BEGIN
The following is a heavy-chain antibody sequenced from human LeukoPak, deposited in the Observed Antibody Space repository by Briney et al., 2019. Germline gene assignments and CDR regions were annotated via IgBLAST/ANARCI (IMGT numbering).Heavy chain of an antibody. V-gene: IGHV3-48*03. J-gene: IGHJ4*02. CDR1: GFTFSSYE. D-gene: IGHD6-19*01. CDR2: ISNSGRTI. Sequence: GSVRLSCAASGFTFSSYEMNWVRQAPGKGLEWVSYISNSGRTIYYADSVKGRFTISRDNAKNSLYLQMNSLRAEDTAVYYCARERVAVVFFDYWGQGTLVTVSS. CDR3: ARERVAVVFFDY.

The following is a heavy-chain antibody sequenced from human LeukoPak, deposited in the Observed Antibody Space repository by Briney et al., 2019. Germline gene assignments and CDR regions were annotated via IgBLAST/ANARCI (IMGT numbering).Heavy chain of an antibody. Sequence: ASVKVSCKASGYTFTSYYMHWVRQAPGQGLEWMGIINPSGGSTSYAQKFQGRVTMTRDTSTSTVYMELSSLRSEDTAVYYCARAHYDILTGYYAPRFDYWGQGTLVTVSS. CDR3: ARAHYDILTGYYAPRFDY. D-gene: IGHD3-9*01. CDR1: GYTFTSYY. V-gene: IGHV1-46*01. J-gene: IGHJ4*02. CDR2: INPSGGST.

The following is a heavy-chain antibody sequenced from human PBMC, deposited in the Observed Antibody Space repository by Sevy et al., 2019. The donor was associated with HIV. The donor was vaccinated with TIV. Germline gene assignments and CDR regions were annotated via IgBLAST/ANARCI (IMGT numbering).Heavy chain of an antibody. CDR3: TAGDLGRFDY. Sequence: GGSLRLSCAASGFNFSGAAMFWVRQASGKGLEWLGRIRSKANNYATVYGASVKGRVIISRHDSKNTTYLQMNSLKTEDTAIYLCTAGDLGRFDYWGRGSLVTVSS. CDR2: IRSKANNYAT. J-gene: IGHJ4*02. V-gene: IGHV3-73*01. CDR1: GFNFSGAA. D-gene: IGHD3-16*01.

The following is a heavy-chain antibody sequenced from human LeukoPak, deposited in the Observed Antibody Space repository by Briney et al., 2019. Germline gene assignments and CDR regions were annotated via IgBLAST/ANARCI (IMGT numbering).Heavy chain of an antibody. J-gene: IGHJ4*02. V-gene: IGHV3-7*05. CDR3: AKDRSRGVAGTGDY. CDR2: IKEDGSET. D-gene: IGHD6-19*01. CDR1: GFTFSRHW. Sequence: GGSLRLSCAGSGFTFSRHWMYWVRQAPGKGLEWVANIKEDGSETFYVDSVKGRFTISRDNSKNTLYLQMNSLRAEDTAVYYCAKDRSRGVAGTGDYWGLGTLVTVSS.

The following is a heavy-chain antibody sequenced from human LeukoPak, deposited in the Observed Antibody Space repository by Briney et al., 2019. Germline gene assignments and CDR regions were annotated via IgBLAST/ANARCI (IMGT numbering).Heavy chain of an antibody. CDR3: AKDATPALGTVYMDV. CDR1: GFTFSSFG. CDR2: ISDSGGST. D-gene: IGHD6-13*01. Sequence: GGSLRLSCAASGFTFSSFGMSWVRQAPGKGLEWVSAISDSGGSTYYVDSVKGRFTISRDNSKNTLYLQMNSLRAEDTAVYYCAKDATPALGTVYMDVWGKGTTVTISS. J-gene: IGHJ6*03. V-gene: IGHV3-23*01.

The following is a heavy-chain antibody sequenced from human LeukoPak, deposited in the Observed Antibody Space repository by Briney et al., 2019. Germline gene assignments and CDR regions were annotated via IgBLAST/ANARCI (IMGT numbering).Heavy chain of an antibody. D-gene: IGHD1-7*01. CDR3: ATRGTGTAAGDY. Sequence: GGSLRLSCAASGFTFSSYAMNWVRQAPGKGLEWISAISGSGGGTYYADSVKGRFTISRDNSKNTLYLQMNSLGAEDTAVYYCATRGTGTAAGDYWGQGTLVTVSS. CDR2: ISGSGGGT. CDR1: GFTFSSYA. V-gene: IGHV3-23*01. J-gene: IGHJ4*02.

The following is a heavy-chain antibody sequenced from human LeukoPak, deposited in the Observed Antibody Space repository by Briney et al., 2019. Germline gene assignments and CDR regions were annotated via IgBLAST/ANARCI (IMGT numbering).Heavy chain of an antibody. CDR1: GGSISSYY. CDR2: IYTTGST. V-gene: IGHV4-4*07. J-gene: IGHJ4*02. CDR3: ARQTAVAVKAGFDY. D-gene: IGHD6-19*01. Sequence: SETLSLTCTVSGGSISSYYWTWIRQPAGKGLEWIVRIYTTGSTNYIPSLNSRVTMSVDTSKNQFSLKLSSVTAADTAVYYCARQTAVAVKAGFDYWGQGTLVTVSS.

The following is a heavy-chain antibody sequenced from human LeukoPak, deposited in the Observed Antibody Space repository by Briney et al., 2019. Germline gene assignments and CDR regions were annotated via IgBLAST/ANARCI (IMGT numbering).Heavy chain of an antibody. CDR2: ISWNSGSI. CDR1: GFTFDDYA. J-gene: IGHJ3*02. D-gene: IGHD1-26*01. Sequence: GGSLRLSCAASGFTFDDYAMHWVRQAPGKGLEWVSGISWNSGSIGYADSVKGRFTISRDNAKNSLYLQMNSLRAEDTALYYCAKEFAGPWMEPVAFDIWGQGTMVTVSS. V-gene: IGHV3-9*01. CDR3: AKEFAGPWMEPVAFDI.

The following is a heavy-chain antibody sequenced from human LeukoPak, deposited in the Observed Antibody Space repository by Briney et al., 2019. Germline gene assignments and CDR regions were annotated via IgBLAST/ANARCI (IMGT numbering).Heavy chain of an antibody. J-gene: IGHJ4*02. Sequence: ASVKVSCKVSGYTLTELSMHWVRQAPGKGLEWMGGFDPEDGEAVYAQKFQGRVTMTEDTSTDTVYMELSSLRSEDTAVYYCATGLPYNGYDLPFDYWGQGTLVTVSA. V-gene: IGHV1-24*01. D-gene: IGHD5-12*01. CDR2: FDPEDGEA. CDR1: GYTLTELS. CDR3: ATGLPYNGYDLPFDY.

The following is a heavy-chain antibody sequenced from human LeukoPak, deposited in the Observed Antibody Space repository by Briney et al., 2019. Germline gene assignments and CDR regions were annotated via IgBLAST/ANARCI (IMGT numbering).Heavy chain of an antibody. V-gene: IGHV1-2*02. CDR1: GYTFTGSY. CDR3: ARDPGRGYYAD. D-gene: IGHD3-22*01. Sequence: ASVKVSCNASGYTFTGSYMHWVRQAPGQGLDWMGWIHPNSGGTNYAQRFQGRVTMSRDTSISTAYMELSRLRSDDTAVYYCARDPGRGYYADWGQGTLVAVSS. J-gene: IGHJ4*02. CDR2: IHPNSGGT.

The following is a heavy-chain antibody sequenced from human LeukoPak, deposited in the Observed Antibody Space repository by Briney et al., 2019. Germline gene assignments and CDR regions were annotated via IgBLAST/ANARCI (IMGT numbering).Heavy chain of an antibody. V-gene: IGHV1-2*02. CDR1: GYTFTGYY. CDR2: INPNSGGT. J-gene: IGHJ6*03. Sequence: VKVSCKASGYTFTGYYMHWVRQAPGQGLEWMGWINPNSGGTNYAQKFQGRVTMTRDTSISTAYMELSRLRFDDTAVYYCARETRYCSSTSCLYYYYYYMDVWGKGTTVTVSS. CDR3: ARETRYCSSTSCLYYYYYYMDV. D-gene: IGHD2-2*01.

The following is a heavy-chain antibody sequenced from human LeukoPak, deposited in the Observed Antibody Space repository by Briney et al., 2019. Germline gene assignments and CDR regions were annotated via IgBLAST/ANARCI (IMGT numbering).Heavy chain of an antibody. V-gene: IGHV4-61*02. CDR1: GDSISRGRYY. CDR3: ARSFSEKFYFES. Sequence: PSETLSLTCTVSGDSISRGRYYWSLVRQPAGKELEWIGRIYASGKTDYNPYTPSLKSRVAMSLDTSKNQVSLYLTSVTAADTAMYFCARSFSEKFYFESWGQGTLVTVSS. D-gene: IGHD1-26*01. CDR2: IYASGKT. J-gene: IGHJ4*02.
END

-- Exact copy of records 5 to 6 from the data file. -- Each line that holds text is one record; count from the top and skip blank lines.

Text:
The following is a heavy-chain antibody sequenced from human LeukoPak, deposited in the Observed Antibody Space repository by Briney et al., 2019. Germline gene assignments and CDR regions were annotated via IgBLAST/ANARCI (IMGT numbering).Heavy chain of an antibody. CDR3: AKDATPALGTVYMDV. CDR1: GFTFSSFG. CDR2: ISDSGGST. D-gene: IGHD6-13*01. Sequence: GGSLRLSCAASGFTFSSFGMSWVRQAPGKGLEWVSAISDSGGSTYYVDSVKGRFTISRDNSKNTLYLQMNSLRAEDTAVYYCAKDATPALGTVYMDVWGKGTTVTISS. J-gene: IGHJ6*03. V-gene: IGHV3-23*01.

The following is a heavy-chain antibody sequenced from human LeukoPak, deposited in the Observed Antibody Space repository by Briney et al., 2019. Germline gene assignments and CDR regions were annotated via IgBLAST/ANARCI (IMGT numbering).Heavy chain of an antibody. D-gene: IGHD1-7*01. CDR3: ATRGTGTAAGDY. Sequence: GGSLRLSCAASGFTFSSYAMNWVRQAPGKGLEWISAISGSGGGTYYADSVKGRFTISRDNSKNTLYLQMNSLGAEDTAVYYCATRGTGTAAGDYWGQGTLVTVSS. CDR2: ISGSGGGT. CDR1: GFTFSSYA. V-gene: IGHV3-23*01. J-gene: IGHJ4*02.